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The thrust of the bill is really to accomplish two purposes:
First, to provide for the regulation of bona fide treatment efforts to insure protection of the community and maximum benefits to the patients. That is one of the major classifications.
Second, to eliminate illegal or insincere efforts which are aimed merely at profiteering on the sale of the drug, and, of course, we have to get to a State and local level if we expect this Federal basis to work at all.
That is one of the purposes, of course, in asking the drug commissions of each State to develop a comprehensive plan and to go on from there.
Mr. KUSHNER. I think that LEAA has proven that this type of an attitude at the Federal level is successful in the reduction of crime rates, and we certainly are happy that the Federal government is taking this attitude in the area of drug abuse.
Senator HRUSKA: Reverend Bevins, do you have any contribution for the record?
Reverend BEVINS. I think two quick statements.
First of all, it is indicated that the new FDA regulations on methadone in terms of tightening some of the loopholes I think is a significant step in the right direction, and to support Mr. Kushner's testimony, we feel that this bill, which apparently gives the legal enforcement of those regulations, is a step in the right direction.
I would like to raise an issue that was a part of his testimony, and that is the issue of the Federal government also taking a look at other modalities for the treatment of narcotic addiction. We are finding, in terms of some of the people that we work with, some concern about methadone itself, and that methadone may be being viewed in some circles as the end-all or the cure-all for narcotics addiction, so we feel that there should be a continued exploration of other treatment modalities.
Senator HRUSKA. Your suggestion as to other modalities is well taken. I don't know whether there is any fix on methadone as the salvation or panacea. That is far from anybody's thought. We have to broaden the base. It is hoped that methadone will be just a harmonizing note or a note that will lead from one state of the art to another that will be more effective and perhaps a little easier to administer.
Do you have anything further, Mr. Kushner?
Mr. KUSHNER. No. We would just like to thank you for this opportunity, and if we can help you in any way, please feel free to get in touch with us.
Senator HRUSKA. Thank you both for coming and contributing to the record.
[Mr. Kushner's prepared statement is as follows:]
PREPARED STATEment of Mr. JEFFREY KUSHNER, EXECUTIVE DIRECTOR,
NEBRASKA COMMISSION ON DRUGS
Mr. Chairman and members of the subcommittee, I would like to thank you on behalf of the Nebraska Commission on Drugs for the opportunity to appear before this Committee with regard to Senate Bill 3846, a bill to aid in regulating the use of narcotic drugs in the treatment of narcotic addiction.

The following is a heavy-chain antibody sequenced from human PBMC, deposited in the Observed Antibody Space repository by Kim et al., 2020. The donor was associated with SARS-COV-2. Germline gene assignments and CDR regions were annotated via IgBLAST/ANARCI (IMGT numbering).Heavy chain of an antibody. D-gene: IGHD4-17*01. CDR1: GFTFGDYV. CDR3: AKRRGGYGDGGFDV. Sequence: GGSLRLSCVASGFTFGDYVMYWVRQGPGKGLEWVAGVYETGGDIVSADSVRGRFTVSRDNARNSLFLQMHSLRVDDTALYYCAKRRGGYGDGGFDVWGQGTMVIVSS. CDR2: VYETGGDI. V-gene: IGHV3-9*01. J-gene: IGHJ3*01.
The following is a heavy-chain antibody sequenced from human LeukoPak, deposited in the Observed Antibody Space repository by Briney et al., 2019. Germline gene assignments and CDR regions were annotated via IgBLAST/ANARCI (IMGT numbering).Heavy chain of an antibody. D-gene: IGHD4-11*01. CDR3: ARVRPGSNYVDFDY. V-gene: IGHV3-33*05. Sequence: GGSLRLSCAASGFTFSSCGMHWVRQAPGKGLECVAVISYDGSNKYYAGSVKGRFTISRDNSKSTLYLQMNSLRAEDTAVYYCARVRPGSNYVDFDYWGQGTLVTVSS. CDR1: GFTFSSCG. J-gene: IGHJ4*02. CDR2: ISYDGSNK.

Accompanying me is Rev. Rex Bevins of the Nebraska Commission on
The State of Nebraska is not much different than other states in regards to the expansion of the drug abuse problem in recent years. Perhaps; the problem hasn't peaked yet in Nebraska, as hopefully it has in many coastal states and perhaps the drugs abused in Nebraska differs than many other states, but the problem is just as real. I do not wish to bore you with statistics, but from the 1971 Activity Summary of the Nebraska State Patrol the following information is available.
"In 1967 there were 52 arrests, in 1968-232 arrests, in 1969-510 arrests, in 1970-911 arrests and in 1971-1,806 arrests. In the year between 1970 and 1971 there was almost a 100 increase in arrests made. The 1972 rate looks like it will not quite double the 1971 figure."
These figures indicate no peaking affect has yet come to Nebraska. The report goes on to say, "It is estimated that the total illicit value of drugs seized by law enforcement in Nebraska in 1971 amounts to over $3,500,000. The seizures reflect only a small percentage of illegal transactions involving controlled substance; but even with this minimal data, it is apparent that illicit drugs are an important area of criminality."
The federal government must not take States like Nebraska lightly. Although the number of arrests and hard core addict population may be less than other more heavily populated states, the drug abuse problem is here, it is bad, and is getting worse.
Concerning Senate Bill 3846, the Nebraska Commission on Drugs is certainly in favor of any legislation that will aid in stopping the diversion of methadone or other drugs used in chemotherapy provided it does not hamper treatment programs. We are not sure that there is not a duplication of effort concerning this bill and the new FDA regulations dated December 15, 1972. I have talked with Senator Bayh's office and still have no clear answer on this. The separate registration of practitioners who distribute drugs for treatment should not hamper rehabilitation efforts as long as the confidence of the patient is maintained.
We believe a program of methadone maintainance for the treatment of opiate dependents is favorable and the advantages of such a program outweigh the disadvantages, however, every effort should be made to correct the disadvantages, one of which is methadone diversion. We believe that methadone administered in a liquid form provided in a setting which truly encourages a crime-free, normal social existence, is a definite benefit to society. We do, however, favor programs where the ultimate objective is total abstinance.